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Company Town: ‘The Social Network’ wins most popular again at box office

Despite three new movies over the weekend, audiences mostly stayed with the familiar.

Proving that its buzz wasn’t short-lived, Facebook movie “The Social Network” topped the box office for the second weekend in a row, with ticket sales down a small 31% from its debut at $15.5 million, according to an estimate from distributor Sony Pictures.

Of the new pictures, the Katherine Heigl- Josh Duhamel romantic comedy “Life As We Know It” performed best, bringing in a so-so $14.6 million. The inspirational horse racing drama “Secretariat” was slow out of the gate with a soft $12.6 million. And veteran horror director Wes Craven’s latest work, “My Soul to Take,” flopped with just $6.9 million.

With nothing new generating enthusiasm, it was a slow overall weekend at movie theaters. Total receipts were down 15% from the weekend before Columbus Day last year, according to Hollywood.com.

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“If the same money as last year was in the pot this year, everybody would be thrilled, but not as many people came to the movies,” said Chuck Viane, Walt Disney Studios’ distribution president.

Popular college football games and baseball playoffs may have been factors. But it was also true that none of the new films caught on with young audiences, which often drive big box-office receipts. Instead, “Life As We Know It” and “Secretariat” competed for the adult female demographic, which are historically tougher to attract.

After “The Social Network” opened to a solid $22.4 million last weekend, distributor Sony Pictures was hopeful that it would be a “must-see” film. However, some in Hollywood had questioned whether the picture would show any strength beyond the audiences in big cities who made up most of the opening crowd.

Sony was proved right, however, because ticket sales dropped only 31% this weekend. That was the second-lowest second weekend drop for any movie in wide release this year, behind “The Tooth Fairy.”

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Demonstrating that good word of mouth wasn’t an isolated phenomenon, “Social Network” enjoyed minimal drops throughout the country, including smaller markets such as Cedar Rapids, Iowa, where receipts were off only 19%.

Combined with healthy weekday grosses, the movie’s total take is now $46.1 million. “The Social Network” is now almost certain to be a financial winner for Sony and its co-financier Relativity Media, which spent just under $40 million on production.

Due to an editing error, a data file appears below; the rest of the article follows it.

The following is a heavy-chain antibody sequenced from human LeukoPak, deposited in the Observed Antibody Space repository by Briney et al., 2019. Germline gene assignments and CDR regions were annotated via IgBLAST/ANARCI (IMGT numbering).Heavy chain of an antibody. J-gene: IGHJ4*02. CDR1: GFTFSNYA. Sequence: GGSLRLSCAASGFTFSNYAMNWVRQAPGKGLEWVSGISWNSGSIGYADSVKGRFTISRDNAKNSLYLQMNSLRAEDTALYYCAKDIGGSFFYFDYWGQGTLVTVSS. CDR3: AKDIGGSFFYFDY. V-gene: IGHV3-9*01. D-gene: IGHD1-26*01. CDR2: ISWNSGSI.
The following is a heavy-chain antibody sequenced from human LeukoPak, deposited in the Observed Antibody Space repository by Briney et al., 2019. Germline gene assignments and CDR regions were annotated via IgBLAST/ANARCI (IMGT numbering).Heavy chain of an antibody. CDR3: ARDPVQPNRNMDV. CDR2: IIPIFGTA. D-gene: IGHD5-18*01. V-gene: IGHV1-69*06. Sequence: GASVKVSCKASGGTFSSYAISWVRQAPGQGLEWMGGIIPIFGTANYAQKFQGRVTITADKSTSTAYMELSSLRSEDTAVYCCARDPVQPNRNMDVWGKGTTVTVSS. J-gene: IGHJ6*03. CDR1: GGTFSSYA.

“I felt it was a great possibility it would hold well, but this is fantastic,” said Rory Bruer, Sony’s distribution president.

Disney’s aggressively marketed “Secretariat” started much slower out of the gate than the studio had hoped. Since early summer’s blockbuster “Toy Story 3,” Disney has seen a string of disappointments, including “The Sorcerer’s Apprentice,” “Step Up 3-D,” and “You Again.”

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The last historical horse racing movie, “Seabiscuit,” opened to a stronger $20.9 million in summer 2003.

But there’s reason for Disney to believe it won’t be a short race for “Secretariat,” which cost $35 million to produce. Those who came loved the picture, giving it an average grade of A, according to market research firm CinemaScore.

The film drew a mostly older crowd that likely remembers the Triple Crown winner from 1973, because 58% of attendees were over 35. With Disney promoting the film to religious audiences, it played best in smaller cities between the coasts, such as Salt Lake City and Denver. Movies that draw adults in smaller markets, such as “The Blind Side,” can hang in at the box office.

“We’re going to play this one for the long term,” said Viane.

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Warner and Village Roadshow Pictures, which spent $38 million to make “Life As We Know It,” hope it will be their movie, not “Secretariat,” that will come out of the weekend with the strongest word of mouth.

The film about a mismatched couple forced to raise a baby together got an average a grade of A- from its largely female and over 35 audiences.

There’s little chance of that for “My Soul,” which not only had a weak start but disappointed audiences, who gave it a CinemaScore of D. The first new release from Craven in five years would have done much worse if not for higher ticket prices from 3-D theaters, which made up 86% of its total receipts.

Relativity Media’s Rogue Pictures label spent $25 million to make the movie, which was distributed by Universal Pictures.

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ben.fritz@latimes.com


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